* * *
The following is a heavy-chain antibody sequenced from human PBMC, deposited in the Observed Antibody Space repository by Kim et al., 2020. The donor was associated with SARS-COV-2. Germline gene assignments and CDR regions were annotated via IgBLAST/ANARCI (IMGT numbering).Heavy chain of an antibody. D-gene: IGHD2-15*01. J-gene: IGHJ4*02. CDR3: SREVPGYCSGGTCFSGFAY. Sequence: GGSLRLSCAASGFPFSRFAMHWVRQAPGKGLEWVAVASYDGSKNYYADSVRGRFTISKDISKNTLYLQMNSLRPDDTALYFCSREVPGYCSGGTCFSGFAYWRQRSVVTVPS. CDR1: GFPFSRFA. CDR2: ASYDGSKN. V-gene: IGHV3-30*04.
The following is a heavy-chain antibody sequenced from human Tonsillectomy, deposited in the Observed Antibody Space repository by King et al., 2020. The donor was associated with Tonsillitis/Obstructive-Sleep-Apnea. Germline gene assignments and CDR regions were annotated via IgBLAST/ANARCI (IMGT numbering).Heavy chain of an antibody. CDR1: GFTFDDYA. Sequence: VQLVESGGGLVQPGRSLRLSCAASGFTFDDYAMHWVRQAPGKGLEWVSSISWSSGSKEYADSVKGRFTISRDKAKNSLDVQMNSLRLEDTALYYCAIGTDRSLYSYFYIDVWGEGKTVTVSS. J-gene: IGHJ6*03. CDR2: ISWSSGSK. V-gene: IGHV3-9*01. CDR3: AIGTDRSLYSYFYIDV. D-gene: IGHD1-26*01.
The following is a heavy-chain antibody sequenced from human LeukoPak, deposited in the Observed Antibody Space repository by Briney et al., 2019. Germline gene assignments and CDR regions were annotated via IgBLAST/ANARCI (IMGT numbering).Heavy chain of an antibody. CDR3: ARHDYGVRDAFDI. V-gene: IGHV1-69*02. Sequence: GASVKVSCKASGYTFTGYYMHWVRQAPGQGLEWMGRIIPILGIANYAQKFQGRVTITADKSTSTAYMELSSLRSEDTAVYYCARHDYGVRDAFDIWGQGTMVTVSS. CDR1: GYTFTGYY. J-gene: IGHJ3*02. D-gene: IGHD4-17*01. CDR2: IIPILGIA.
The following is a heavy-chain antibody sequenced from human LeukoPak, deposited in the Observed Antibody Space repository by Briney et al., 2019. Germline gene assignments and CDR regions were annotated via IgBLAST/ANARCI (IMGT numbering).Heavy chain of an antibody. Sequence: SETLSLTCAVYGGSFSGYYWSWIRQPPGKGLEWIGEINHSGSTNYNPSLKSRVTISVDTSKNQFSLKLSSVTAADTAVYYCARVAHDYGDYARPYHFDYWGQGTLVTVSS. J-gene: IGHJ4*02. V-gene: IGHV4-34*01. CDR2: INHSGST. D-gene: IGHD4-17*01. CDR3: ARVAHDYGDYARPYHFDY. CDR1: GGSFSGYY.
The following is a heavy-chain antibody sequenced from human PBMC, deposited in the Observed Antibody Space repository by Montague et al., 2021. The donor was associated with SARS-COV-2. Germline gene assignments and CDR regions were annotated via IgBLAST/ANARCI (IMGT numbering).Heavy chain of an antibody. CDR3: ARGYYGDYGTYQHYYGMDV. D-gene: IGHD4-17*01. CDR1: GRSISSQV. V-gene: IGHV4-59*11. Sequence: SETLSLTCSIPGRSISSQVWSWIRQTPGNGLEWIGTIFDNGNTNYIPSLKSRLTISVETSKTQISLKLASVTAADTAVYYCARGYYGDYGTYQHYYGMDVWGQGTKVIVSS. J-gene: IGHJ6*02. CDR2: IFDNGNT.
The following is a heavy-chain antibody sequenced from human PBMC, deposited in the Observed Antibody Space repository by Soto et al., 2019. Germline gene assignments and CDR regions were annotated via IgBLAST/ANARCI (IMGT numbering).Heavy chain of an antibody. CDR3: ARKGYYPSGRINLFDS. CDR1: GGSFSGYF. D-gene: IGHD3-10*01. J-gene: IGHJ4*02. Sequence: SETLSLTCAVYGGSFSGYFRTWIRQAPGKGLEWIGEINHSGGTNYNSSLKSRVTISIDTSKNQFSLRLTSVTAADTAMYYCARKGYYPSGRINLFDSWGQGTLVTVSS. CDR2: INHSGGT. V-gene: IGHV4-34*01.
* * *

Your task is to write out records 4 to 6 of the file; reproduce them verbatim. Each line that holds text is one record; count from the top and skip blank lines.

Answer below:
The following is a heavy-chain antibody sequenced from human LeukoPak, deposited in the Observed Antibody Space repository by Briney et al., 2019. Germline gene assignments and CDR regions were annotated via IgBLAST/ANARCI (IMGT numbering).Heavy chain of an antibody. Sequence: SETLSLTCAVYGGSFSGYYWSWIRQPPGKGLEWIGEINHSGSTNYNPSLKSRVTISVDTSKNQFSLKLSSVTAADTAVYYCARVAHDYGDYARPYHFDYWGQGTLVTVSS. J-gene: IGHJ4*02. V-gene: IGHV4-34*01. CDR2: INHSGST. D-gene: IGHD4-17*01. CDR3: ARVAHDYGDYARPYHFDY. CDR1: GGSFSGYY.
The following is a heavy-chain antibody sequenced from human PBMC, deposited in the Observed Antibody Space repository by Montague et al., 2021. The donor was associated with SARS-COV-2. Germline gene assignments and CDR regions were annotated via IgBLAST/ANARCI (IMGT numbering).Heavy chain of an antibody. CDR3: ARGYYGDYGTYQHYYGMDV. D-gene: IGHD4-17*01. CDR1: GRSISSQV. V-gene: IGHV4-59*11. Sequence: SETLSLTCSIPGRSISSQVWSWIRQTPGNGLEWIGTIFDNGNTNYIPSLKSRLTISVETSKTQISLKLASVTAADTAVYYCARGYYGDYGTYQHYYGMDVWGQGTKVIVSS. J-gene: IGHJ6*02. CDR2: IFDNGNT.
The following is a heavy-chain antibody sequenced from human PBMC, deposited in the Observed Antibody Space repository by Soto et al., 2019. Germline gene assignments and CDR regions were annotated via IgBLAST/ANARCI (IMGT numbering).Heavy chain of an antibody. CDR3: ARKGYYPSGRINLFDS. CDR1: GGSFSGYF. D-gene: IGHD3-10*01. J-gene: IGHJ4*02. Sequence: SETLSLTCAVYGGSFSGYFRTWIRQAPGKGLEWIGEINHSGGTNYNSSLKSRVTISIDTSKNQFSLRLTSVTAADTAMYYCARKGYYPSGRINLFDSWGQGTLVTVSS. CDR2: INHSGGT. V-gene: IGHV4-34*01.